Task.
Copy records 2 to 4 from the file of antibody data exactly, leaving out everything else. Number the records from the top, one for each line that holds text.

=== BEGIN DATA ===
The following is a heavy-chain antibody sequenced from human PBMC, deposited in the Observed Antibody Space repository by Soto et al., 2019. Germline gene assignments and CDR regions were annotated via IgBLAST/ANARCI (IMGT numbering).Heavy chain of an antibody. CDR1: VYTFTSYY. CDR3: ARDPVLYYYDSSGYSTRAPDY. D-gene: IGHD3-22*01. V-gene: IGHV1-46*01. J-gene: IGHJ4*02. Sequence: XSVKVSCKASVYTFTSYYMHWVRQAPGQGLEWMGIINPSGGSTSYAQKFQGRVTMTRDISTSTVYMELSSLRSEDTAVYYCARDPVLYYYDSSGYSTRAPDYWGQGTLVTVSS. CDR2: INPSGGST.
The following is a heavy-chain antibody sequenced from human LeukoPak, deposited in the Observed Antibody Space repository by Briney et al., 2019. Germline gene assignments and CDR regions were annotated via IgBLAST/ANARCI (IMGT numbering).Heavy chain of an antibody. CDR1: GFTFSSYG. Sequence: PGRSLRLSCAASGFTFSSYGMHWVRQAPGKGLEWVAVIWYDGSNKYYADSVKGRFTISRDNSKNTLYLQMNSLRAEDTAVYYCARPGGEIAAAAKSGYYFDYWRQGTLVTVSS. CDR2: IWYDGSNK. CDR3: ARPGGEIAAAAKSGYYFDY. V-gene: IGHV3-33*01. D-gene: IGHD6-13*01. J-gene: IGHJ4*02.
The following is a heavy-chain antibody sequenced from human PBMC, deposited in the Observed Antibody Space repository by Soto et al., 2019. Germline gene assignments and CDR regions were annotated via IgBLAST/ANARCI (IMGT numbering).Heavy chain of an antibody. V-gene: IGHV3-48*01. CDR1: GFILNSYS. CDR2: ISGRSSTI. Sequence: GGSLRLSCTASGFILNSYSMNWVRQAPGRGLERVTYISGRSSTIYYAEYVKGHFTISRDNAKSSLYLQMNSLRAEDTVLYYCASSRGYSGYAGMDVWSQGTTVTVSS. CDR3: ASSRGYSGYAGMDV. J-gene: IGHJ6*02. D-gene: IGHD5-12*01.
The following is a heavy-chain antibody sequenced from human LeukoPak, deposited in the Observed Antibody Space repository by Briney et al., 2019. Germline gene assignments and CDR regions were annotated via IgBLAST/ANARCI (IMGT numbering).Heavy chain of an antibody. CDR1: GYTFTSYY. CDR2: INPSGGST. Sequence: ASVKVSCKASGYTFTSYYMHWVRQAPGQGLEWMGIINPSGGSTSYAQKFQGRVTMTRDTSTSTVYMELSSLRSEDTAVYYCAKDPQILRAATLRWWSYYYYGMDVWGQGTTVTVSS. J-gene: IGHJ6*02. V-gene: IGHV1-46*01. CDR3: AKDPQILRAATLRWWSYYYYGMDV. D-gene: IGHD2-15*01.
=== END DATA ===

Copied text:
The following is a heavy-chain antibody sequenced from human LeukoPak, deposited in the Observed Antibody Space repository by Briney et al., 2019. Germline gene assignments and CDR regions were annotated via IgBLAST/ANARCI (IMGT numbering).Heavy chain of an antibody. CDR1: GFTFSSYG. Sequence: PGRSLRLSCAASGFTFSSYGMHWVRQAPGKGLEWVAVIWYDGSNKYYADSVKGRFTISRDNSKNTLYLQMNSLRAEDTAVYYCARPGGEIAAAAKSGYYFDYWRQGTLVTVSS. CDR2: IWYDGSNK. CDR3: ARPGGEIAAAAKSGYYFDY. V-gene: IGHV3-33*01. D-gene: IGHD6-13*01. J-gene: IGHJ4*02.
The following is a heavy-chain antibody sequenced from human PBMC, deposited in the Observed Antibody Space repository by Soto et al., 2019. Germline gene assignments and CDR regions were annotated via IgBLAST/ANARCI (IMGT numbering).Heavy chain of an antibody. V-gene: IGHV3-48*01. CDR1: GFILNSYS. CDR2: ISGRSSTI. Sequence: GGSLRLSCTASGFILNSYSMNWVRQAPGRGLERVTYISGRSSTIYYAEYVKGHFTISRDNAKSSLYLQMNSLRAEDTVLYYCASSRGYSGYAGMDVWSQGTTVTVSS. CDR3: ASSRGYSGYAGMDV. J-gene: IGHJ6*02. D-gene: IGHD5-12*01.
The following is a heavy-chain antibody sequenced from human LeukoPak, deposited in the Observed Antibody Space repository by Briney et al., 2019. Germline gene assignments and CDR regions were annotated via IgBLAST/ANARCI (IMGT numbering).Heavy chain of an antibody. CDR1: GYTFTSYY. CDR2: INPSGGST. Sequence: ASVKVSCKASGYTFTSYYMHWVRQAPGQGLEWMGIINPSGGSTSYAQKFQGRVTMTRDTSTSTVYMELSSLRSEDTAVYYCAKDPQILRAATLRWWSYYYYGMDVWGQGTTVTVSS. J-gene: IGHJ6*02. V-gene: IGHV1-46*01. CDR3: AKDPQILRAATLRWWSYYYYGMDV. D-gene: IGHD2-15*01.